Article - post-print
How is social identity related to psychological well-being among minority individuals? Drawing on developmental models of identity formation (e.g., Erikson, 1968) and on Social Identity Theory (Tajfel & Turner, 1979), we tested a conceptual model examining links between two key aspects of social identity and psychological well-being. We proposed that the association between identity achievement (exploring and understanding the meaning of one's identity) and psychological well-being is mediated by identity affirmation (developing positive feelings and a sense of belonging to one's social group). Across three studies, including ethnic minority high school students (Study 1), ethnic minority college students (Study 2) and lesbian and gay male adults (Study 3), we found strong support for the model. Results suggest that the process of exploring and understanding one's minority identity can serve as an important basis for developing positive feelings toward and an enhanced sense of attachment to the group, which can in turn confer psychological benefits for minority individuals. Implications and directions for future research are discussed.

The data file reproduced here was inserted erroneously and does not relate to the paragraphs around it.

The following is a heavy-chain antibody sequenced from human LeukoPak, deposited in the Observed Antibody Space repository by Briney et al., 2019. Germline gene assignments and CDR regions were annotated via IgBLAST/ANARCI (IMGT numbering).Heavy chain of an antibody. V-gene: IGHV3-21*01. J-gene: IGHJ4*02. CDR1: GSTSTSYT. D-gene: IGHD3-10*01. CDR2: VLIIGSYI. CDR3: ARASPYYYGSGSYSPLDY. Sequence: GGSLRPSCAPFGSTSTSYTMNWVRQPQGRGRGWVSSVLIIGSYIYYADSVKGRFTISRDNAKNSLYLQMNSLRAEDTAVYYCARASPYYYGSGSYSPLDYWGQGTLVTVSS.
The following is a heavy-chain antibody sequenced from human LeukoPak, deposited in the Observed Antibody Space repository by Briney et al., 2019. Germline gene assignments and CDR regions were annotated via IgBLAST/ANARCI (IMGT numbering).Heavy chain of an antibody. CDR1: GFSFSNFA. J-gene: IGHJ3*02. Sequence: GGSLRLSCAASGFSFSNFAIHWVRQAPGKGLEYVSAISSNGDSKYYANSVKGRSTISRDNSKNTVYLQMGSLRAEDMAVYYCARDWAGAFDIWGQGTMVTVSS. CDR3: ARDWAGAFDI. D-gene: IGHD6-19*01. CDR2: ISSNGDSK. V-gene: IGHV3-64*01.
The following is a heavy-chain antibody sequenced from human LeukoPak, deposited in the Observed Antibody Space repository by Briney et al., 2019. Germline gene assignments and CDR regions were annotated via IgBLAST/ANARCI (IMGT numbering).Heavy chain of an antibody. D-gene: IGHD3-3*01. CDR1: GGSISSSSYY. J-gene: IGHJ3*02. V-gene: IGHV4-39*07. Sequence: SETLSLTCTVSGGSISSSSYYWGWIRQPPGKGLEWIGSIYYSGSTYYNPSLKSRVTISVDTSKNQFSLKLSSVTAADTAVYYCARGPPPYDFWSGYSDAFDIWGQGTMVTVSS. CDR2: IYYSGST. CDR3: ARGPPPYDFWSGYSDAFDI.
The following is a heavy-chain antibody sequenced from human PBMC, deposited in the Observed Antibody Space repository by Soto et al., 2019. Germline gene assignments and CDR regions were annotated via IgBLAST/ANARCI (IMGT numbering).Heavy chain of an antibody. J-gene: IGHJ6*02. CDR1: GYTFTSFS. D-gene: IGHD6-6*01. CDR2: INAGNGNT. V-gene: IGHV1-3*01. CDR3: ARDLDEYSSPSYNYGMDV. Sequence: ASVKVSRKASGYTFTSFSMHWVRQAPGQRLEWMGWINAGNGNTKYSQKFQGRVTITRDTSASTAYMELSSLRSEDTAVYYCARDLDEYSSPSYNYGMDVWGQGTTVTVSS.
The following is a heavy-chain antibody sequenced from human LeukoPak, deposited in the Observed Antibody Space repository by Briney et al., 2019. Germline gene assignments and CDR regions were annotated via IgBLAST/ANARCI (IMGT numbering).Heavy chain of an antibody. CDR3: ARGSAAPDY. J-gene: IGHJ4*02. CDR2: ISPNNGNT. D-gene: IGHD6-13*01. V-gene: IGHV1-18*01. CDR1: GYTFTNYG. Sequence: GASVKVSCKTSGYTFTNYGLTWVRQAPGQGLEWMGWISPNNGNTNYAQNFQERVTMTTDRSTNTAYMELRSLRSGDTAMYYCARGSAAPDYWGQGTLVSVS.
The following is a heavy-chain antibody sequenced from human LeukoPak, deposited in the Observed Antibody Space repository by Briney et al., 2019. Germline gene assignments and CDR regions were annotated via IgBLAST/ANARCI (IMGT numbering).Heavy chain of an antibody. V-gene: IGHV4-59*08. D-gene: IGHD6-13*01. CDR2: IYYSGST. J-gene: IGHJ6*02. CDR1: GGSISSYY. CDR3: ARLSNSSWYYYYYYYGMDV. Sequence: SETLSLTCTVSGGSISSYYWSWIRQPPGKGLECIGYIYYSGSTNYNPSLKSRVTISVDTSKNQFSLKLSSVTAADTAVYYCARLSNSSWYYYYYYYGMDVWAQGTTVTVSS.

This is an author-manuscript of an article accepted for publication in Cultural Diversity and Ethnic Minority Psychology following peer review. The version of record is available online at: http://dx.doi.org/10.1037/a0022532.
Ghavami, N., Fingerhut, A., Peplau, L. A., Grant, S. K., & Wittig, M. A. (2011). Testing a model of minority identity achievement, identity affirmation, and psychological well-being among ethnic minority and sexual minority individuals. Cultural Diversity And Ethnic Minority Psychology, 17(1), 79-88. doi:10.1037/a0022532